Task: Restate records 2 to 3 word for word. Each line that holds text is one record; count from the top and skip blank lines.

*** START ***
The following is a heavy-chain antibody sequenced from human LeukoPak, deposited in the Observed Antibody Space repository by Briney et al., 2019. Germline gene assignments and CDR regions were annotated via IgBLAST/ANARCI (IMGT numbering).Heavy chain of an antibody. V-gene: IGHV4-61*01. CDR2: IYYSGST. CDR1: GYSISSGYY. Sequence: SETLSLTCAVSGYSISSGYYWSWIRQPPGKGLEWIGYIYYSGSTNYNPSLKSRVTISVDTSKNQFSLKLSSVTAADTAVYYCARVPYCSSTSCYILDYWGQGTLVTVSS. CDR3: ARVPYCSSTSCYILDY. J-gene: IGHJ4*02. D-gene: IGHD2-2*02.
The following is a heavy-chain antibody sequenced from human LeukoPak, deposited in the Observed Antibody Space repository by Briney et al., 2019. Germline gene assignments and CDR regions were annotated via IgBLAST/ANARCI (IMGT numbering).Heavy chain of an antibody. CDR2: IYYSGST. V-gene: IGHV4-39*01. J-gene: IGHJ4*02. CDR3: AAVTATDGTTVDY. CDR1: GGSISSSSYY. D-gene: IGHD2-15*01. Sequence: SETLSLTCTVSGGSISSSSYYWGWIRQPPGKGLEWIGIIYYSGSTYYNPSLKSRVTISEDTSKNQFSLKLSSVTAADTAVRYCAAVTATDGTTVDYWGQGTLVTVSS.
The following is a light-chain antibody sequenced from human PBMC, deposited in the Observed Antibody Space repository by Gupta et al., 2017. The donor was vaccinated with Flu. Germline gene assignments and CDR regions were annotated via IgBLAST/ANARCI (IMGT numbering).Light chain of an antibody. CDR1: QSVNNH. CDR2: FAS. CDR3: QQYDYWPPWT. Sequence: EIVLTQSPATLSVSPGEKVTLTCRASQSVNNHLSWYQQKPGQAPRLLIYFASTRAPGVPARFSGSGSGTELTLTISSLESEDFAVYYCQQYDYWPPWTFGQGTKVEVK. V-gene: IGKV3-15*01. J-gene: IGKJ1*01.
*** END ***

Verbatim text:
The following is a heavy-chain antibody sequenced from human LeukoPak, deposited in the Observed Antibody Space repository by Briney et al., 2019. Germline gene assignments and CDR regions were annotated via IgBLAST/ANARCI (IMGT numbering).Heavy chain of an antibody. CDR2: IYYSGST. V-gene: IGHV4-39*01. J-gene: IGHJ4*02. CDR3: AAVTATDGTTVDY. CDR1: GGSISSSSYY. D-gene: IGHD2-15*01. Sequence: SETLSLTCTVSGGSISSSSYYWGWIRQPPGKGLEWIGIIYYSGSTYYNPSLKSRVTISEDTSKNQFSLKLSSVTAADTAVRYCAAVTATDGTTVDYWGQGTLVTVSS.
The following is a light-chain antibody sequenced from human PBMC, deposited in the Observed Antibody Space repository by Gupta et al., 2017. The donor was vaccinated with Flu. Germline gene assignments and CDR regions were annotated via IgBLAST/ANARCI (IMGT numbering).Light chain of an antibody. CDR1: QSVNNH. CDR2: FAS. CDR3: QQYDYWPPWT. Sequence: EIVLTQSPATLSVSPGEKVTLTCRASQSVNNHLSWYQQKPGQAPRLLIYFASTRAPGVPARFSGSGSGTELTLTISSLESEDFAVYYCQQYDYWPPWTFGQGTKVEVK. V-gene: IGKV3-15*01. J-gene: IGKJ1*01.